Minnesota DNR: Increased interest driving proposed expansion of muskie waters

St. Paul — Minnesota is the nation’s premier trophy muskie
fishing destination today based on the abundance of catchable
50-plus inch fish and larger, and anglers are taking the bait. The
growing popularity of the sport has even led the Minnesota DNR to
consider increasing the number of muskie waters around the
state.

The five waters that currently do not contain muskie but could
in the future include Roosevelt Lake in Crow Wing County; Upper
South Long and Lower South Long in Crow Wing County; Tetonka in Le
Sueur County; and the Sauk River Chain in Stearns County. These
lakes were chosen based on their geographic location, their
suitability based on various natural resource criteria, and their
ability to produce trophy-sized muskie (at least 48 inches
long).

Lakes were selected from the south, central and northern
portions of the state in an effort to provide a geographical
balance of nearby muskie fishing opportunities. Currently,
Minnesota is home to 116 muskie waters, 64 of which are the result
of DNR stocking efforts. The tremendous growth of this fishery is
hooked directly to research that occurred 30 years ago this
spring.

In 1980, Minnesota DNR research biologists and citizen
volunteers discovered at long last the locations of Leech Lake’s
muskellunge spawning sites. In doing so, fish managers identified
an annual source of eggs from the largest-growing strain of
muskellunge in Minnesota.

“The 1980 discovery played a pivotal role in Minnesota’s muskie
management,” said Tim Goeman, a DNR regional fisheries manager. “It
was the seed that grew into to an enhanced muskie management
program. The program incorporates science-based criteria on where
and how to stock muskie and research evaluations to ensure our
stocking efforts are not harming other fish communities.”

As the program evolved, the fish grew and so did the number of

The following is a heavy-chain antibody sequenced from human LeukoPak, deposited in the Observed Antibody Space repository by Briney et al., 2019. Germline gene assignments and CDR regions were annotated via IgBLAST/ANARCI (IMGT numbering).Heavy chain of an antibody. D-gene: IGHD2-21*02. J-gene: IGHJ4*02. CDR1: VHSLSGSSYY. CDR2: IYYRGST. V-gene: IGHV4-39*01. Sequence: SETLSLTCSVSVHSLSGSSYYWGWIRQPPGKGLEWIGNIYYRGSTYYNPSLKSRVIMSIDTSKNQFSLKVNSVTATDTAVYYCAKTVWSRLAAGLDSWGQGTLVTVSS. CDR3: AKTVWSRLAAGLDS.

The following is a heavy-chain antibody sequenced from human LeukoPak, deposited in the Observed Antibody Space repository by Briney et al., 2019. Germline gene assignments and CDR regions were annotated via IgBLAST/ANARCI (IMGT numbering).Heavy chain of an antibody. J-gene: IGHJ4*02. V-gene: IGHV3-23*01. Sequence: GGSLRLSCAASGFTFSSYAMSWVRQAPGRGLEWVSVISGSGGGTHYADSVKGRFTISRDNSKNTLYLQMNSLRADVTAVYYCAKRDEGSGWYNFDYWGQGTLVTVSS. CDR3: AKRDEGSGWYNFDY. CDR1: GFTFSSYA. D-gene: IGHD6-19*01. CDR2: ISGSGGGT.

waters stocked with muskie. The DNR created the opportunity and
interest followed. Currently, 14 percent of the Minnesota angling
license buyers identify themselves as muskie anglers and another 18
percent say they have an interest in catching a muskie. Ten years
ago only 4 percent of anglers identified themselves as muskie
anglers.

The DNR is well aware that not everyone is enamored with the
muskie. To that end, the agency will be gathering public comments
and is planning input forums in the months ahead. Currently the
department is sharing muskie management information and making it
available to citizens. If the DNR does move forward with any of the
five proposals, the first stocking would begin in 2011 and it would
be 12 to 15 years before the fish would reach the legal minimum
size of 48 inches.

Meanwhile, Goeman said, the agency is being as transparent as
possible as to why these waters were selected and why adding muskie
to them will have no effect on other fish populations.

“Though muskies, northern pike, walleye and panfish have
successfully co-existed for thousands of years in many lakes, it’s
not illogical to believe that introducing a top predator into a
body of water will have some impact,” said Goeman. “Even our own
fisheries managers had questions about this. That’s why we did an
extensive investigation that compared fish communities before and
after muskie stocking in 41 different lakes. In the end, we found
stocking muskies had no consistent negative effect.”

A key explanation for this finding is rooted in the density of
muskies Minnesota stocks per lake the types of lakes it selects for
stocking. Another reason relates to the muskie’s preference to prey
upon non-game soft-rayed fish species, primarily redhorse, suckers
and northern cisco. Muskie prefer these species because of their
torpedo-shaped body and soft dorsal fins, which make them easy to
ingest. Walleye, bluegill, bass and crappie all have spiny dorsal
fins and the later are more elliptical in shape.

Studies in certain other states, including Wisconsin, have
indicated negative fish community impacts as a result of muskie
stocking, it is also true that those studies involved smaller lakes
where stocking rates were dramatically higher. Goeman said
circumstances are different in Minnesota.

Goeman encourages those who have an interest the muskie stocking
proposals to contact their local fisheries manager. To find out
more, including information on the agency’s long-range northern
pike and muskie plan, proposed stocking plans for each of the five
lakes, and the DNR’s study on the muskie’s impact on other fish
communities, go to
(www.dnr.state.mn.us/fish/muskellunge/muskiefaq.html).

“We’ve come a long ways in 30 years,” said Goeman. “In fact, we
are making significant strides toward the goals of our long-range
muskie and northern pike plan. We want people to understand where
we’ve been, where we’re going and how they can make informed
decisions.”

Categories: Rob Drieslein

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